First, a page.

Ah, aliens. When you consider the number of lovable martian protagonists that have been featured in movies and games over the years - such as ET, Superman, and Cryptosporidium 137 (Destroy All Humans) - it's rather surprising that we don't get to assume the role more often. Enter Warp - an action/puzzle title starring an alien named Zero.
Being an alien, Zero has an arsenal of abilities that would make Solid Snake explode in a jealous rage. His first, and most useful ability, is that he can warp (or teleport) short distances - into barrels (no hiding in cramped boxes for him), people, and through walls. Once inside an object or person, he can either make them explode or warp out - leaving them temporarily stunned.
Zero learns new abilities as you progress; in turn, levels are designed to take advantage of every new trick so you're constantly being challenged. Boss battles in particular incorporate new moves effectively. There's one boss that moves too fast to attack. However, a line marking the creature's next route through the room using one of zero's abilities you can plant explosive barrels along the route to stun the boss and kill it.
Fortunately, not all of the aliens here are boss creatures trying to rip your face off - some are friendly. One such species is the grub. These are spread throughout levels and act as the games currency used to purchase ability enhancements - such as silent movement or warping.
Said upgrades are quite costly and, because only a few grubs are accessible the first time you pass through the level, you will need to backtrack to collect every grub. As a result it prevents players from fully upgrading Zero early on - which would have made the game too easy - while rewarding players who take the time to backtrack.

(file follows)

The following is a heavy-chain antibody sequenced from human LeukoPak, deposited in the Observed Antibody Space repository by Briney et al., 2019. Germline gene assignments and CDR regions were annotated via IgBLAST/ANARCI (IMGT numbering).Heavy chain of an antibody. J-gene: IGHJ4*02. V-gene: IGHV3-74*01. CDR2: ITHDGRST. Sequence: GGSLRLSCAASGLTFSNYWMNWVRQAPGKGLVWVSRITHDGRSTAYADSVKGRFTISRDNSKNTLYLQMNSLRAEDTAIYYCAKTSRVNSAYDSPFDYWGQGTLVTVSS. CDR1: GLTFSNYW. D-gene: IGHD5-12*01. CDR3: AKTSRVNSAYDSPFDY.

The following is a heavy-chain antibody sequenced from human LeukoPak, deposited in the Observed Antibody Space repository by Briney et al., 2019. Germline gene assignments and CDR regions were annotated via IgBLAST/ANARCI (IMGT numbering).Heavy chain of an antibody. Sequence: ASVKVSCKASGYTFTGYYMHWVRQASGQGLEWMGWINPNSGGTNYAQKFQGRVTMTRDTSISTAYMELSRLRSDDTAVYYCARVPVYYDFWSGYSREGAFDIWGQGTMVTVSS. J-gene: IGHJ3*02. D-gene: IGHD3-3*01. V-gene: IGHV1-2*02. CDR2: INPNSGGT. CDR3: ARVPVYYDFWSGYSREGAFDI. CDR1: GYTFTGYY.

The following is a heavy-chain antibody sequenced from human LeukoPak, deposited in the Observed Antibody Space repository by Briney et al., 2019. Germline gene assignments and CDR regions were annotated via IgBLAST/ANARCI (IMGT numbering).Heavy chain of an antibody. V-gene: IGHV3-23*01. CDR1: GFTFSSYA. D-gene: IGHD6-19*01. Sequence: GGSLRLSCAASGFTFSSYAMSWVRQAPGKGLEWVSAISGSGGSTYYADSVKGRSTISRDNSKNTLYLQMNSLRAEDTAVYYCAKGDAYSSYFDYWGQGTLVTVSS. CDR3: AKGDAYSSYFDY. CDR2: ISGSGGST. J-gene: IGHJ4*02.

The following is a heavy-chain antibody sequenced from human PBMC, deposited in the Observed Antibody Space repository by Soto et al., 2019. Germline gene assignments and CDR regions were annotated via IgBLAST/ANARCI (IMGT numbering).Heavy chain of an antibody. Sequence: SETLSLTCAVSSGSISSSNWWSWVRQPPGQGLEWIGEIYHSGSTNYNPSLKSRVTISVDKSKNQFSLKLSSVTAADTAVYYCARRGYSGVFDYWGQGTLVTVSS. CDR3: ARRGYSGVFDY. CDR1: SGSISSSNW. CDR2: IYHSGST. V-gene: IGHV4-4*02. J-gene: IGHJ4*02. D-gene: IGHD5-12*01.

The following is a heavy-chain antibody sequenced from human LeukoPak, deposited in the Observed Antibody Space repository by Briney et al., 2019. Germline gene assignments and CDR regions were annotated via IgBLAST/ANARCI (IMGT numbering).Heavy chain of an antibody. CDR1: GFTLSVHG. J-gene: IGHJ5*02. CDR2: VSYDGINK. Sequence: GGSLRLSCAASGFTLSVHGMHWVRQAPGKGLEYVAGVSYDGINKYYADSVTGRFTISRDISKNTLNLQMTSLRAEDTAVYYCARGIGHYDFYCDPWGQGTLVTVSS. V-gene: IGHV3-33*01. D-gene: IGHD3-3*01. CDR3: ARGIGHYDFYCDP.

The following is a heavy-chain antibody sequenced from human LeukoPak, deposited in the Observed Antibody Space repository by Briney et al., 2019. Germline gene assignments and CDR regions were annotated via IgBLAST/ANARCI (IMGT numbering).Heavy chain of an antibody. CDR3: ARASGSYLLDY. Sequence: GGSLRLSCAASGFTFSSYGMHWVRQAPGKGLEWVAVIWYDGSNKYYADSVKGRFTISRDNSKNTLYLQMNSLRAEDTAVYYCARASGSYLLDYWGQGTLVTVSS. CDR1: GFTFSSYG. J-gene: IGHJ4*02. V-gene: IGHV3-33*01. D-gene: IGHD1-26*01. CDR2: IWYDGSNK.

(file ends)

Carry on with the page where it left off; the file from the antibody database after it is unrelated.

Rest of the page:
When it comes to tackling a room with two or three enemies, there's little room for error as one hit, or a slight misstep, can kill Zero. As a result levels often take some trial-and-error. The frustration, however, is dampened by an abundance of save points. In most cases you don't have to kill anyone - although it's good to eliminate threats if you decide to backtrack. The camera comes in useful when you need to avoid unpleasant surprises as you can pan it around in all directions to get a better look at your surroundings.
Visually, Warp is a mixed bag. The high point is the way it depicts Zero's kills - you can see the target gradually expand before it explodes. Unfortunately, it cuts a number of corners with enemies. For a start, there are just a few types of soldier - only differentiated by their armour. In addition, the scientists are all old men and their reaction to seeing you is the same: run and cower in the corner. The human monotony is somewhat alleviated by the turrets and other species of alien.
Warp's biggest drawback is a lack of multiplayer mode online or offline. It's a missed opportunity given Zero's unique abilities - warping into a friend, or laying explosive barrels in a Bomber-Man style mini-game could have been a blast.
Although it's lacking in several areas, Warp is an interesting mix of genres with clever puzzles. It consistently challenges you to make use of your latest ability and ‘Metroidvania’ nuts can take great pleasure in the rewards of backtracking, while it doesn't penalize players who don't.